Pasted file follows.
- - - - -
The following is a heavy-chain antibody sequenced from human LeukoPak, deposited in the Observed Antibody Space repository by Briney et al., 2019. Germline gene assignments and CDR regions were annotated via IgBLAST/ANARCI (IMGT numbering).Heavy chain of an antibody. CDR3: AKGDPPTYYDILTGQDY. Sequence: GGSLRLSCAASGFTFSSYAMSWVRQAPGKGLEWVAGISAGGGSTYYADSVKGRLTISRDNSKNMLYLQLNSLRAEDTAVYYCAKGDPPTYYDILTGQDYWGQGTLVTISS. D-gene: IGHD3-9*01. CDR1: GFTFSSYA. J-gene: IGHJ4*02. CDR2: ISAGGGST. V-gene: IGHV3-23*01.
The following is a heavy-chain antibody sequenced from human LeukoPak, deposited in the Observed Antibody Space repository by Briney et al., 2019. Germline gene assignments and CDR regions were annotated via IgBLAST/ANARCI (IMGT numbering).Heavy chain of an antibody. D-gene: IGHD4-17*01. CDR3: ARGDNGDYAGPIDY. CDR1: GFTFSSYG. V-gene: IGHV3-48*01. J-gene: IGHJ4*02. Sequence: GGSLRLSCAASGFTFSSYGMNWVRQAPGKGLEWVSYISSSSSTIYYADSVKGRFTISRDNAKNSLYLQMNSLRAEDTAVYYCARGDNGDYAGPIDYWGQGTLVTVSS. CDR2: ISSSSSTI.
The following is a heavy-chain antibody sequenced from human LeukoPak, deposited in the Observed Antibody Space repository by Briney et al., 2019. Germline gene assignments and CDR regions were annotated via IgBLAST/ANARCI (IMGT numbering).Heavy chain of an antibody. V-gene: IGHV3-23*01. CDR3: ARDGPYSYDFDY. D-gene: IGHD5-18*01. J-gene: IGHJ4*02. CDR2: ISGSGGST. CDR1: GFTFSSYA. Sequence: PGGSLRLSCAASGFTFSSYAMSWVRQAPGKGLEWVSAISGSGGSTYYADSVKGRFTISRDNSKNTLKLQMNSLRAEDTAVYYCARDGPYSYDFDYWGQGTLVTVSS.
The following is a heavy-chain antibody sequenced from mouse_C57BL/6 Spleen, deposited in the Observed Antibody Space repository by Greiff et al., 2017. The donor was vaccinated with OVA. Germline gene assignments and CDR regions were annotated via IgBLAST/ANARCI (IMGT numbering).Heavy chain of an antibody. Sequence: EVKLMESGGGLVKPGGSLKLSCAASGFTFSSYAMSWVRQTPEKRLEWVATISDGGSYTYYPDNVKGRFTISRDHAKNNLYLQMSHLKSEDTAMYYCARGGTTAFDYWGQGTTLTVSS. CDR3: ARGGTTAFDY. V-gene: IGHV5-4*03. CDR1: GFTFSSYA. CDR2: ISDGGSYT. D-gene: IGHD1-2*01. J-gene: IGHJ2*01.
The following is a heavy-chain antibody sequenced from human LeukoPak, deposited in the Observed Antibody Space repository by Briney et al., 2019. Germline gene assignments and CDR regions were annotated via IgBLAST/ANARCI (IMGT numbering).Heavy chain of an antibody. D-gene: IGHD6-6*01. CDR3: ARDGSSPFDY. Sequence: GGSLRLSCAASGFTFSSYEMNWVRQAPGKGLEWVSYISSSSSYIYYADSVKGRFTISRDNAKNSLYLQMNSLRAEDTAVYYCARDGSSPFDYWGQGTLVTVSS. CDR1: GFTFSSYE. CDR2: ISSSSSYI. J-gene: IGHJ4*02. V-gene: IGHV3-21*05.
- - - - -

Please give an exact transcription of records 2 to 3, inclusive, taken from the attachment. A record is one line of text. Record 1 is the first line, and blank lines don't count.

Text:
The following is a heavy-chain antibody sequenced from human LeukoPak, deposited in the Observed Antibody Space repository by Briney et al., 2019. Germline gene assignments and CDR regions were annotated via IgBLAST/ANARCI (IMGT numbering).Heavy chain of an antibody. D-gene: IGHD4-17*01. CDR3: ARGDNGDYAGPIDY. CDR1: GFTFSSYG. V-gene: IGHV3-48*01. J-gene: IGHJ4*02. Sequence: GGSLRLSCAASGFTFSSYGMNWVRQAPGKGLEWVSYISSSSSTIYYADSVKGRFTISRDNAKNSLYLQMNSLRAEDTAVYYCARGDNGDYAGPIDYWGQGTLVTVSS. CDR2: ISSSSSTI.
The following is a heavy-chain antibody sequenced from human LeukoPak, deposited in the Observed Antibody Space repository by Briney et al., 2019. Germline gene assignments and CDR regions were annotated via IgBLAST/ANARCI (IMGT numbering).Heavy chain of an antibody. V-gene: IGHV3-23*01. CDR3: ARDGPYSYDFDY. D-gene: IGHD5-18*01. J-gene: IGHJ4*02. CDR2: ISGSGGST. CDR1: GFTFSSYA. Sequence: PGGSLRLSCAASGFTFSSYAMSWVRQAPGKGLEWVSAISGSGGSTYYADSVKGRFTISRDNSKNTLKLQMNSLRAEDTAVYYCARDGPYSYDFDYWGQGTLVTVSS.